Yesterday, the Senate was supposed to start voting on amendments to Sen. Chris Dodd’s (D-CT) financial reform bill, but the show was held up as Dodd and Sen. Richard Shelby (R-AL) worked out their differences on the $50 billion resolution authority fund that Dodd favored, but that Republicans have focused a hefty amount of (unjustified) criticism upon.
Dodd ended up dropping the fund, and since their talking point about “permanent bailouts” has been rendered moot by the deal, Republicans are going to have to find something else on which to focus their efforts. To that end, Shelby, with the backing of Minority Leader Mitch McConnell (R-KY), has been working on a consumer protection amendment that the GOP will offer as a substitute to Dodd’s proposal creating a Bureau of Consumer Financial Protection within the Federal Reserve.
The Wonk Room has obtained both the legislative language and a one-page primer that Republicans have put together on the amendment. The proposal involves creating a new consumer protection division within the Federal Deposit Insurance Corp., with an independently appointed director. But the real problem with the proposal is who the new division would have authority over:
The Division will have primary supervision and enforcement authority over large non-bank mortgage originators, and other financial services providers who have violated the consumer protection statutes. Primary supervision and enforcement for our nations’ banks, thrifts and credit unions will remain with their primary prudential regulator.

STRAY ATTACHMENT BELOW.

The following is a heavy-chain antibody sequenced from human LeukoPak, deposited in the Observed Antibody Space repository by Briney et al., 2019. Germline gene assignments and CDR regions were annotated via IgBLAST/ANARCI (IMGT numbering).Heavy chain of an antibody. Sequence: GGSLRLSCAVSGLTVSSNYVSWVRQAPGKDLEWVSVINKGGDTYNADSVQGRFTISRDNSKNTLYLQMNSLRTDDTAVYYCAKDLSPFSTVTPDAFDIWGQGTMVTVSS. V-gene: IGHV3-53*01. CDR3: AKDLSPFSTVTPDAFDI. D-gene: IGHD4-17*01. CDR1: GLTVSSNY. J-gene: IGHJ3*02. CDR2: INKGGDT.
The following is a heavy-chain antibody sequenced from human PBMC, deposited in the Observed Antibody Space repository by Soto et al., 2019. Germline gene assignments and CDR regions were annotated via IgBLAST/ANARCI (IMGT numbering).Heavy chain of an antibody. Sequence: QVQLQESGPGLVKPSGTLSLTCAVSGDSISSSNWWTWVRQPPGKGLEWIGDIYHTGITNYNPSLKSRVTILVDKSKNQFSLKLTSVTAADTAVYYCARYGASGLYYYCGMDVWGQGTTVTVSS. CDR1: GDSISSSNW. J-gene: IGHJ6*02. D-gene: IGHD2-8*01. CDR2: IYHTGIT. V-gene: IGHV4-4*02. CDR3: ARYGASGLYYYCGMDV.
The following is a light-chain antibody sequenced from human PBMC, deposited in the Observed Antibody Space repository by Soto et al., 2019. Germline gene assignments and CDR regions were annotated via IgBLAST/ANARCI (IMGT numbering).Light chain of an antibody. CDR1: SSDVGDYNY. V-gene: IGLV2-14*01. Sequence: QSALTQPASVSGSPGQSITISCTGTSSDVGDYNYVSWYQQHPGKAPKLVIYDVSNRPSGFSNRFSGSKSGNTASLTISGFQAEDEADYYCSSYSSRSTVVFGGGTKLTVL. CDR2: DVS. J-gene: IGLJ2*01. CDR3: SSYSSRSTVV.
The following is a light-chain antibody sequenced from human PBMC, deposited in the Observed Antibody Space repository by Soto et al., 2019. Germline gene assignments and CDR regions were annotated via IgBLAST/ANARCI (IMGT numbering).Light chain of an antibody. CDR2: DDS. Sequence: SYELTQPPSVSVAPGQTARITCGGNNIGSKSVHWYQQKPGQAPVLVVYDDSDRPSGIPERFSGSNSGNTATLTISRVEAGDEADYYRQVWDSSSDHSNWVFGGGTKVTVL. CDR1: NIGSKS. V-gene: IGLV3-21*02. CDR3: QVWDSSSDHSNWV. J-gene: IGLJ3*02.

Politically, the Republicans are making a smart move in suggesting that the consumer protection division be housed in the FDIC, since it has a well-deserved reputation for watching out for consumers, as opposed to the Fed, which has a well-deserved reputation for ignoring consumer protection entirely.
But by limiting the division’s enforcement power to “large non-bank mortgage originators,” the GOP exempts nearly the entire financial system. Under this plan, the division can’t take any enforcement action against commercial banks, investment banks, credit card companies, car dealers, payday lenders, and non-banks that sell financial products other than mortgages (such as AIG). It can’t take any action against the worst actors in terms of firing up the subprime machine, like Washington Mutual or Countrywide.
In fact, Section 1024 of the legislation makes it abundantly clear that the division would be powerless to do anything to rein in an actual bank that was using predatory financial products. I’m actually hard pressed to think of a single financial company that fits the definition the GOP has set out, as all the large non-bank mortgage originators went bust when the subprime bubble burst. Instead, the traditional bank regulators will be relied upon for enforcement, despite their terrible track record.
At least the GOP has ceded that creating a consumer protection council, or some other coalition of bank regulators, would be worthless in terms of real consumer protection, and has chosen to support a new entity with an independently appointed director and its own budget. But this amendment is not a serious attempt to deal with the status quo in our financial system, which is that consumer protection takes a very obvious back seat to the ability of banks to earn heaps of money.